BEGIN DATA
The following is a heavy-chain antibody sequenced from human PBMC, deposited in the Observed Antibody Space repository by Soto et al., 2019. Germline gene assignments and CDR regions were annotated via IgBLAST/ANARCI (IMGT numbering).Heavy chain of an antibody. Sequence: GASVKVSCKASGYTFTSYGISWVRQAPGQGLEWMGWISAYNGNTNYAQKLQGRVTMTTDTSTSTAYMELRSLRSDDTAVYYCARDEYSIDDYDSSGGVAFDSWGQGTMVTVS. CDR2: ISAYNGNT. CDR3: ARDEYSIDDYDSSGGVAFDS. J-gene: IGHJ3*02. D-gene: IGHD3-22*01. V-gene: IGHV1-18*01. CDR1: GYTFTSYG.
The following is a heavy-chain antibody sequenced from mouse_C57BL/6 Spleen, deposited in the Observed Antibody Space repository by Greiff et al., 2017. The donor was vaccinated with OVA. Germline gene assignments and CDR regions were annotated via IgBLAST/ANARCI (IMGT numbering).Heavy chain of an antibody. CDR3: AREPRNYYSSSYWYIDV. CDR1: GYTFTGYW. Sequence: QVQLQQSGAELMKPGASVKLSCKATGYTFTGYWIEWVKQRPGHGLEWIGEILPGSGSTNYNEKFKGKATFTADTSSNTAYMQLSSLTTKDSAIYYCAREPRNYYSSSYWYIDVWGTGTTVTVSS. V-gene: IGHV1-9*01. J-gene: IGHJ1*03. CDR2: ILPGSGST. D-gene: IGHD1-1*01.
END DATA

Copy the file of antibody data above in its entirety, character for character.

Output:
The following is a heavy-chain antibody sequenced from human PBMC, deposited in the Observed Antibody Space repository by Soto et al., 2019. Germline gene assignments and CDR regions were annotated via IgBLAST/ANARCI (IMGT numbering).Heavy chain of an antibody. Sequence: GASVKVSCKASGYTFTSYGISWVRQAPGQGLEWMGWISAYNGNTNYAQKLQGRVTMTTDTSTSTAYMELRSLRSDDTAVYYCARDEYSIDDYDSSGGVAFDSWGQGTMVTVS. CDR2: ISAYNGNT. CDR3: ARDEYSIDDYDSSGGVAFDS. J-gene: IGHJ3*02. D-gene: IGHD3-22*01. V-gene: IGHV1-18*01. CDR1: GYTFTSYG.
The following is a heavy-chain antibody sequenced from mouse_C57BL/6 Spleen, deposited in the Observed Antibody Space repository by Greiff et al., 2017. The donor was vaccinated with OVA. Germline gene assignments and CDR regions were annotated via IgBLAST/ANARCI (IMGT numbering).Heavy chain of an antibody. CDR3: AREPRNYYSSSYWYIDV. CDR1: GYTFTGYW. Sequence: QVQLQQSGAELMKPGASVKLSCKATGYTFTGYWIEWVKQRPGHGLEWIGEILPGSGSTNYNEKFKGKATFTADTSSNTAYMQLSSLTTKDSAIYYCAREPRNYYSSSYWYIDVWGTGTTVTVSS. V-gene: IGHV1-9*01. J-gene: IGHJ1*03. CDR2: ILPGSGST. D-gene: IGHD1-1*01.